The 7 Subgroups You Need to Watch

Infinite H is one of our must watch subgroups.

Subgroups (sometimes called sub-units) are an interesting phenomenon in Korean pop. Not quite solo outings, subgroups usually consist of two or three members of the larger group. Sometimes this is done to capitalize on the popularity of specific members, or to highlight ones that need extra attention. But always it creates a new dynamic, and gives fans a chance to see their idols in a new, sometimes surprising light. Here are the seven subgroups you need to watch.


Infinite H

In 2013, Dongwoo and Hoya of Infinite collaborated on the mini-album “Fly High,” which earned the duo chart-topping success. Right out of the gates, Infinite H showed a polish and maturity that can be difficult to find even in established groups. “Special Girl” was an insanely singable heartwarmer. But the subtle, insistent beat of “Without You” really gave the subgroup room to shine, voice being the driving element of the song. The video, too, is a gorgeous display of color against black and white, truly a must-watch. Infinite H is due for a comeback in the first half of 2014, and we can hardly wait. Keep your eyes on relative newcomers Dongwoo and Hoya.


Girls’ Generation TTS

With “Twinkle,” Girls’ Generation TTS (which is short for TaeTiSeo, the first syllables of Taeyeon, Seohyun, and Tiffany’s respective names) set the standard for subgroups. It was probably a given that they would be hugely successful when they came out in May of 2012, but that doesn’t take away from the stellar song, costumes, and chemistry of the trio that made them more than just a small corner of Girls’ Generation, they became unique, essential, and very much their own group. With shades of the US hit, “Lady Marmalade,” TTS takes a more Jazz-inspired approach to Kpop that highlights the impressive vocal prowess of their members. We’ve said before that SM would be wise to bring Girls’ Generation to America using this subgroup, and that’s not just because America would warm to three members easier than nine. On their own, Girls’ Generation TTS stands strong. With more of a push from SM, they could be unstoppable.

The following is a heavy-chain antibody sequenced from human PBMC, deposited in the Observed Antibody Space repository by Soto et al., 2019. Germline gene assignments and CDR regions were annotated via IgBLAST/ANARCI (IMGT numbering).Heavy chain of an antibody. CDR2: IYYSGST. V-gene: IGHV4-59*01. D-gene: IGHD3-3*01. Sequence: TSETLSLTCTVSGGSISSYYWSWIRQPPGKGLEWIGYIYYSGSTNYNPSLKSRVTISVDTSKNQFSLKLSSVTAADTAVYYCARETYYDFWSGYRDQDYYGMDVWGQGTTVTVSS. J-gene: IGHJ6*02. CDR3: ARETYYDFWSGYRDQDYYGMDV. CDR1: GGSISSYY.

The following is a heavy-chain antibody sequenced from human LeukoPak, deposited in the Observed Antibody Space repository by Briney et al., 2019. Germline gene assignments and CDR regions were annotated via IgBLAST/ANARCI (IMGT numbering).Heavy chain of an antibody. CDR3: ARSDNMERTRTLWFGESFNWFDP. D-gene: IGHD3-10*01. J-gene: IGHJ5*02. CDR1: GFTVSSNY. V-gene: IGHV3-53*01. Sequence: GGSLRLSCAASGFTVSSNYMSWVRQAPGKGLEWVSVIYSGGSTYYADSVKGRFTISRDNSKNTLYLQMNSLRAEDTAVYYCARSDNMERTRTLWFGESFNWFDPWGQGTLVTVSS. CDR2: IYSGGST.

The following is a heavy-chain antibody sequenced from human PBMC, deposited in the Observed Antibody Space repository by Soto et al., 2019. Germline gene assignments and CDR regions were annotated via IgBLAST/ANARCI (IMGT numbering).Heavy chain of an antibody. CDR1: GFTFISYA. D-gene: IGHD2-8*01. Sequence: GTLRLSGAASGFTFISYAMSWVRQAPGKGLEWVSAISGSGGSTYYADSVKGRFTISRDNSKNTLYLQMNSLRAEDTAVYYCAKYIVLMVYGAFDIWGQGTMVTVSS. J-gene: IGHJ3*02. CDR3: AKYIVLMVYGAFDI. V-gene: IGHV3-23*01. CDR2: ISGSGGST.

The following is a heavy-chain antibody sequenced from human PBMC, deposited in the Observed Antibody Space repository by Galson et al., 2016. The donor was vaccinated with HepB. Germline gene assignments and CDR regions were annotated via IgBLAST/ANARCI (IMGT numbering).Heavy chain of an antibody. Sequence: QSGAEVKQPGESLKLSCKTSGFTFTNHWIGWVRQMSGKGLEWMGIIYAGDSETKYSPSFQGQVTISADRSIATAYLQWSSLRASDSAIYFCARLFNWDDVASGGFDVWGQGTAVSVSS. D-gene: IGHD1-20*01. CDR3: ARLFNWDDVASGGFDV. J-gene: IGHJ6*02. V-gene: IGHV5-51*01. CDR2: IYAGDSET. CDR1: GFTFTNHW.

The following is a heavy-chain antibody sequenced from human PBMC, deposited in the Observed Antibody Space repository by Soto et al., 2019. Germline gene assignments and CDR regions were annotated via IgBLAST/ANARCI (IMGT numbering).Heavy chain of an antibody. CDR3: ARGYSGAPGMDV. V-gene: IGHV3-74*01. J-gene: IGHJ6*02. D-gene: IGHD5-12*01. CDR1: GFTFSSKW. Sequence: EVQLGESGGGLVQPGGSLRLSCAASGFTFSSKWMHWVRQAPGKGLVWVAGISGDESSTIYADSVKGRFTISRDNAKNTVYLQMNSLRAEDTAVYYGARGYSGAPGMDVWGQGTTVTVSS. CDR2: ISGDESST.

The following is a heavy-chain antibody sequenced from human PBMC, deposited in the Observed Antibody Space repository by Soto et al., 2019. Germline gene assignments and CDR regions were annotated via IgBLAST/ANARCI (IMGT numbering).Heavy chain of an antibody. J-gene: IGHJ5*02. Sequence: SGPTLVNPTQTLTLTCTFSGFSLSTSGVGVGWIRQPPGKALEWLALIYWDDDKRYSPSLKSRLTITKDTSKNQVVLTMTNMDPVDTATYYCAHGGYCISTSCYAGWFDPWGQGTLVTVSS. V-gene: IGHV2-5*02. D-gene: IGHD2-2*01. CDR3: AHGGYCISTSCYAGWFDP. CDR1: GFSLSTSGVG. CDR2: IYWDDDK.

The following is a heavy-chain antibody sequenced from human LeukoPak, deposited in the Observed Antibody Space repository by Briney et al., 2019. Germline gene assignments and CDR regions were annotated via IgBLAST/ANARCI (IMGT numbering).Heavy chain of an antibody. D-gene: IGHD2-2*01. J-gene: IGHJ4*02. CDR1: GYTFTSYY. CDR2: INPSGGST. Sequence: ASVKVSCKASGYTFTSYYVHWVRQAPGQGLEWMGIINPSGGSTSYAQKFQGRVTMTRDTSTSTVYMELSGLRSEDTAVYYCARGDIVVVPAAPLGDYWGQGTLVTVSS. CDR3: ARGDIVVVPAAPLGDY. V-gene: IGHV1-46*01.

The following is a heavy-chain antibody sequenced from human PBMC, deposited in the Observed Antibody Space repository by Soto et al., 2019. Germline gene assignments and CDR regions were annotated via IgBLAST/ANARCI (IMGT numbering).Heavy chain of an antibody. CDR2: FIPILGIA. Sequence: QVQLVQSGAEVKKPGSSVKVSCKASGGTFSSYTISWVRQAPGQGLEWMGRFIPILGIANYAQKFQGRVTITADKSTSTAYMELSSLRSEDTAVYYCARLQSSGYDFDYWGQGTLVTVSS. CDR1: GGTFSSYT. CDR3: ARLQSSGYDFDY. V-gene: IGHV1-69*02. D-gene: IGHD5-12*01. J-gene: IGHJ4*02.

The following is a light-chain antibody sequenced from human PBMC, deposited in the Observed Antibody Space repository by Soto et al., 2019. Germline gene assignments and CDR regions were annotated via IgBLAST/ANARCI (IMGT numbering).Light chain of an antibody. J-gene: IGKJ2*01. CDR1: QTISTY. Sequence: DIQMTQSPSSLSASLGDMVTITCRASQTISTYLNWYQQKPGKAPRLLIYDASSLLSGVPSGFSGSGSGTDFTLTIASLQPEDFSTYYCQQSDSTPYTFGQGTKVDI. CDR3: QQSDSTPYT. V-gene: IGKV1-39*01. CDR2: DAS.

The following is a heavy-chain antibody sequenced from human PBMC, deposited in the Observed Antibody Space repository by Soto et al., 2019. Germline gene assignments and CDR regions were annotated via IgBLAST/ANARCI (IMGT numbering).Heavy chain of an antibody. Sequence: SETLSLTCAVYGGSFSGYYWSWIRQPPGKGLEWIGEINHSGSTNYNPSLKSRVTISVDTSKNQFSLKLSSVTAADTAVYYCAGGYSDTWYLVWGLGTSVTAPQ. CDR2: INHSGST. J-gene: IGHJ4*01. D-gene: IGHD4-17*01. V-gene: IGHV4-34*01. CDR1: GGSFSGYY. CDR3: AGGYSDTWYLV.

Sistar19

The formation of subgroup Sistar19 was a shrewd move. By capitalizing on the immense popularity of Hyolyn and Bora, Starship Entertainment found a way to bottle success. Because, let’s be honest, everything Hyolyn’s voice touches turns to gold (it’s too bad she hardly spoke in season 2 of Dream High). “Ma Boy” was probably the sexiest song of 2011, bringing us the unforgettable body roll. And though “Gone Not Around Any Longer” was a little less fun, it was still jam-packed with power and potential. Our only concern is Hyolyn’s ability to eclipse fellow-member Bora. It’s probably why Hyolyn made her solo debut in late 2013, a move which didn’t bring the success we would have expected. Which is why we’re keeping our eyes on Sistar19. Starship would be foolish not capitalize further.


GD & TOP

G-Dragon is a genius. There. We said it. At the tail end of 2010, he and T.O.P, his Big Bang compatriot, formed the duo GD & TOP. More R&B than pop, GD & TOP had three chart TOPping (get it?) singles, “High High,” “Oh Yeah,” and “Knockout.” The collaboration works perfectly here because both men are lyrical masters and because their voices compliment each other; TOP’s deeper baritone with G-Dragon’s soft manic touch. With both men as prolific as they are, it’s almost surprising that they haven’t brought back GD & TOP, even as a summer project, or an album between solo albums and Big Bang concerts. Still, a comeback of this subgroup seems inevitable, and, with how much the both of them have grown these four years, it could be something revolutionary.